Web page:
ECB’s Schnabel: Must Be Patient, But Also Watch Upside Inflation Risks

17 November 2021

By David Barwick – FRANKFURT (Econostream) – Monetary policymakers have to be patient in the face of possibly only temporarily high inflation, but at the same time be attentive to upside risks, European Central Bank Executive Board member Isabel Schnabel said Wednesday.

While highlighting the presence for ‘the first time in more than a decade’ of ‘measurable upward pressure on inflation’, Schnabel did not dispute the view that inflation would subside clearly over 2022 to below 2%, making the ECB’s conditions for a rate hike ‘very unlikely to be met next year.’

But, as before, Schnabel said the notion of a return to low growth and low inflation was being called increasingly into question, citing forward inflation swap rates. Policymakers in any case should ‘focus on the entire range of possible outcomes’, she urged.

This meant not reacting to ‘a temporary and possibly short-lived inflation spike’, while ‘keeping a watchful eye on the upside risks to inflation that financial markets currently anticipate and retain optionality to be able to act if needed, so as to maintain trust in our determination to defend price stability in a symmetric way and prevent a deanchoring of inflation expectations in both directions.’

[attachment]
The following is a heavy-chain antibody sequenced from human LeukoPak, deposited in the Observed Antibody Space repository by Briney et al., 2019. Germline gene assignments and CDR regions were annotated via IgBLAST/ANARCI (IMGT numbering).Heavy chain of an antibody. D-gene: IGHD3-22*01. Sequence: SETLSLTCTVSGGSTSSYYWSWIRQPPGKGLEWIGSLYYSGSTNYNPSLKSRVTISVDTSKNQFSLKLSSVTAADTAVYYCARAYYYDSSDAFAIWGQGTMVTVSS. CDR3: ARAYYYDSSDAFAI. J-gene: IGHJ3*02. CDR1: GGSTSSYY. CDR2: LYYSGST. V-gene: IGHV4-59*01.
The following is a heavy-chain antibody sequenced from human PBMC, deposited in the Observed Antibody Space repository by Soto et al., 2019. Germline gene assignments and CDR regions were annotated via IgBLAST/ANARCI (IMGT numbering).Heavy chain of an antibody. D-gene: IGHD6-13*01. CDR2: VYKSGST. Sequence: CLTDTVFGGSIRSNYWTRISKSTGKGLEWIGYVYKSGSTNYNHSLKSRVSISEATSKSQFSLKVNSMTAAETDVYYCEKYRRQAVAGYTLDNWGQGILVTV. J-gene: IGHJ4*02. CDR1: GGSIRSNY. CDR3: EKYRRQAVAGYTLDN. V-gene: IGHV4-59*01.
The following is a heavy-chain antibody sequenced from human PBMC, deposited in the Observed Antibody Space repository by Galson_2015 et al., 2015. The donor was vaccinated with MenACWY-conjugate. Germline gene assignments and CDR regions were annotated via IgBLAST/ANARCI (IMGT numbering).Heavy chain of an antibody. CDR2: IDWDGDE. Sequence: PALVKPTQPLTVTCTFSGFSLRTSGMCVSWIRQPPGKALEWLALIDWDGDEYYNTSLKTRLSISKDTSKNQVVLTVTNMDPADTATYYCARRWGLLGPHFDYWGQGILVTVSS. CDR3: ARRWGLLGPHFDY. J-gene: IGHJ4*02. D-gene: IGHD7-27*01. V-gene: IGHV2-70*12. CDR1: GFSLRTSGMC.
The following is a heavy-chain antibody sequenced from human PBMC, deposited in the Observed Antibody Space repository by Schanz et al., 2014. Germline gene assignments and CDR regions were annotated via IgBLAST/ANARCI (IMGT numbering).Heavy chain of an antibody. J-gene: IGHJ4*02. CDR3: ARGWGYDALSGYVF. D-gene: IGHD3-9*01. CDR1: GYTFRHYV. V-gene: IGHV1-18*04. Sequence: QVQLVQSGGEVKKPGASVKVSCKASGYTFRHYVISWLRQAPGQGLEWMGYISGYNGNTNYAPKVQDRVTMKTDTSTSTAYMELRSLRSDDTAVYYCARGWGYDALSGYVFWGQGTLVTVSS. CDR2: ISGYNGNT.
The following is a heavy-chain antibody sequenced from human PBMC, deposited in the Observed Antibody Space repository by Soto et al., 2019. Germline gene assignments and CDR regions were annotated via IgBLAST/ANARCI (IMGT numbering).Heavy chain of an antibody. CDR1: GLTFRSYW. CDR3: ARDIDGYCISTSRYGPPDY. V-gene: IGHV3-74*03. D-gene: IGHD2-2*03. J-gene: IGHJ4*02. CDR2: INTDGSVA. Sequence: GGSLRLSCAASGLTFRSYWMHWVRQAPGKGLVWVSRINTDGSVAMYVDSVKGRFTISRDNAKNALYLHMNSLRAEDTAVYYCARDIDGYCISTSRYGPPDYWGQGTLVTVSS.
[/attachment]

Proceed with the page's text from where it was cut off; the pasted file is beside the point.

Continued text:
Concerns about a sharper and more lasting economic slowdown in the wake of higher energy prices and persistent supply constraints ‘are largely unwarranted’, she said. After all, ‘supply bottlenecks, by their very nature, do not diminish growth potential’, but ‘merely shift activity over time.’

Moreover, these bottlenecks account for a relatively small share of delivery delays, which are due mostly to ‘exceptionally strong demand outpacing pre-pandemic supply’, she said.

With euro area households left ‘largely unscathed’ by the crisis, the issue is one of ‘deficient supply rather than deficient demand’, and demand can potentially support a high level of growth once kinks in supply are worked out, she said.

The lesson of the 1970s oil crisis suggests that high current oil prices shouldn’t change the outlook ‘fundamentally’, she said, given substantially lower dependence on this input. Schnabel cited positive consumer surveys as well as expectations of stronger labour markets.

Moreover, she said, fiscal policy will remain unusually supportive, while contact-intensive services should see progressive gains.

‘All in all, stagnation looks like a distant threat’, she said.